Pleasant Activities and Activity Scheduling

Our rating
 2 smilies: This treatment is useful. It is supported by scientific evidence as effective, but the evidence is not as strong.


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  • 3 smiliesThese treatments are very useful. They are strongly supported as effective by scientific evidence.
  • 2 smiliesThese treatments are useful. They are supported by scientific evidence as effective, but the evidence is not as strong.
  • 1 smileyThese treatments are promising and may be useful. They have some evidence to support them, but more evidence is needed to be sure they work.
  • No smiley On the available evidence, these treatments do not seem to be effective.
  • Question markThese treatments have not been properly researched. It is not possible to say whether they are useful or not.
  • Exclamation MarkSafety or other concerns have been raised for the use of these treatments.

What is it?

Pleasant activities are any kinds of actives that you find enjoyable, such a reading a book, watching a movie, or meeting a friend for coffee. Activity scheduling is a type of therapy where you regularly set aside time to do these activities.

Scheduling activities is part of behavioural activation which is a component of cognitive behaviour therapy. Pleasant activities may form part of positive psychology interventions.

For more evidence on some specific types of activities, see the pages below:

How does it work?

There is a theory that a lack of pleasant activities might be a cause of depression. It is thought that if depressed people do pleasant activities more often, it will help their depression. Some types of activities, like reading a book, might promote relaxation. Other types of activities, like meeting up with a friend, can increase social contact.

Anyone can engage in pleasant activities as a once-off event. Activity scheduling takes a more structured approach and involves identifying the types of actives you enjoy and setting aside time each week to do them. You can also note down how you feel before and after doing the activity. Activity scheduling could be done on your own, or with the help of a therapist.

Some behavioural activation approaches include additional methods to help you to notice which activities are most helpful and which are not helpful for you.

Is it effective?

Engaging in pleasant activities is an important component of cognitive behaviour therapy for depression. This type of therapy is known to be effective and is supported by many studies. There is also research about whether activity scheduling and behavioural activation on their own are helpful for depression.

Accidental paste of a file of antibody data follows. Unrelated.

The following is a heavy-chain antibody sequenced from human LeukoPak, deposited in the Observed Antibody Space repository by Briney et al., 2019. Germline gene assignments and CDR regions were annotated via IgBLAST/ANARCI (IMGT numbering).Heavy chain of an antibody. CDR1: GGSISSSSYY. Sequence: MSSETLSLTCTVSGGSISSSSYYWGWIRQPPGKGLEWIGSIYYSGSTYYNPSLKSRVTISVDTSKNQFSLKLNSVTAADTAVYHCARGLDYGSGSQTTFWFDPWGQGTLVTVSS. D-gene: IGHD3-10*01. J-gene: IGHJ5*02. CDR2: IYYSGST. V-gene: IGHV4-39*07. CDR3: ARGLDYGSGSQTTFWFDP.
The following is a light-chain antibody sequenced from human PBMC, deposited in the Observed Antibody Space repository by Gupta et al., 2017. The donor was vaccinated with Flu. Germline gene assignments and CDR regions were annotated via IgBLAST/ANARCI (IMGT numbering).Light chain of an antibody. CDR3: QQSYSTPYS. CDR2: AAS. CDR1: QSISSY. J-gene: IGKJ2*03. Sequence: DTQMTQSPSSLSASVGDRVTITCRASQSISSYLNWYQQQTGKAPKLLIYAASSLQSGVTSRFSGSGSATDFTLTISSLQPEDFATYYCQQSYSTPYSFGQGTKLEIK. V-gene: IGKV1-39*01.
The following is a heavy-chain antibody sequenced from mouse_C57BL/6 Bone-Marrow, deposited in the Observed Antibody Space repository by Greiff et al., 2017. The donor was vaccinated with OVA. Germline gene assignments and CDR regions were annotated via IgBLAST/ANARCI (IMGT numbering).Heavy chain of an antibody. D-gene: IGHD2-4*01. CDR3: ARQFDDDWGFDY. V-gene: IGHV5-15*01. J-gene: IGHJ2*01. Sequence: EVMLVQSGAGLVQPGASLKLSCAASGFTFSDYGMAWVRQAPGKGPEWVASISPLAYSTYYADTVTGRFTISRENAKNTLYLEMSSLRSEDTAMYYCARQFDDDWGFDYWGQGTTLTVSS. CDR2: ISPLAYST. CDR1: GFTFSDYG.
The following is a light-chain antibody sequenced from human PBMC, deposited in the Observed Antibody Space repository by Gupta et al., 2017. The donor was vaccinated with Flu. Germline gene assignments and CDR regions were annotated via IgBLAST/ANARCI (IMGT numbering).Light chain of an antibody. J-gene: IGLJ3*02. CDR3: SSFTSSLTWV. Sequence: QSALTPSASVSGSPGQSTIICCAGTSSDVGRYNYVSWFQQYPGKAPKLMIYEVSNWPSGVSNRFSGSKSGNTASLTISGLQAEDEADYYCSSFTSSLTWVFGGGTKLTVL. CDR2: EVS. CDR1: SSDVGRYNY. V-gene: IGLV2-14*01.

A large analysis of data from studies of adults with depression found that behavioural activation is an effective treatment for depression. Other reviews have found that behavioural activation delivered in both a group and individually by a therapist were effective depression treatments compared to a control condition.

Another review of studies which compared behavioural activation to other components of cognitive behaviour therapy found that it was as effective for the treatment of depression.

Several reviews have also considered studies where behavioural activation techniques are taught via a web-based or app-based program. Although there has been less research for these programs there is evidence that behavioural activation delivered via technology is effective for reducing depression symptoms.

There is not much research looking at whether activity scheduling without the help of a therapist is effective at treating depression.

Are there any disadvantages?

There are no known disadvantages.

Where do you get it?

This is a treatment that you can do with the help of a therapist who may include other behavioural activitation approaches. You can also schedule pleasant events on your own.


Scheduling time to do pleasant activities seems to be helpful for treating depression, especially when done as part of a beahvioural activation program delivered by a therapist or in a group. There is less evidence that pleasant activities are helpful on their own for depression.

Key references

  • Alber CS, Krämer LV, Rosar SM, Mueller-Weinitschke C. Internet-Based Behavioral Activation for Depression: Systematic Review and Meta-Analysis. Journal of Medical Internet Research. 2023; 25:e41643-e.
  • Biglan A, Craker D. Effects of pleasant-activities manipulation on depression. Journal of Consulting and Clinical Psychology. 1982; 50: 436-438.
  • Ciharova M, Furukawa TA, Efthimiou O, Karyotaki E, Miguel C, Noma H, et al. Cognitive restructuring, behavioral activation and cognitive-behavioral therapy in the treatment of adult depression: A network meta-analysis. Journal of Consulting and Clinical Psychology. 2021; 89(6):563-74.
  • Cuijpers P, Karyotaki E, Harrer M, Stikkelbroek Y. Individual behavioral activation in the treatment of depression: A meta analysis. Psychotherapy Research. 2023; ahead-of-print:1-12.
  • Han A, Kim TH. Effects of internet-delivered behavioral activation on individuals with depressive symptoms: A systematic review and meta-analysis. Journal of Psychiatric Research. 2022; 152:104-18.
  • Simmonds-Buckley M, Kellett S, Waller G. Acceptability and Efficacy of Group Behavioral Activation for Depression Among Adults: A Meta-Analysis. Behavior Therapy. 2019; 50(5):864-85.
  • Stein AT, Carl E, Cuijpers P, Karyotaki E, Smits JAJ. Looking beyond depression: a meta-analysis of the effect of behavioral activation on depression, anxiety, and activation. Psychological Medicine. 2021; 51(9):1491-504.
  • Zeiss AM, Lewinsohn PM, Munoz RF. Nonspecific improvement effects in depression using interpersonal skills training, pleasant activity schedules, or cognitive training. Journal of Consulting and Clinical Psychology. 1979; 47: 427-439.

Last reviewed and updated: 14 August 2023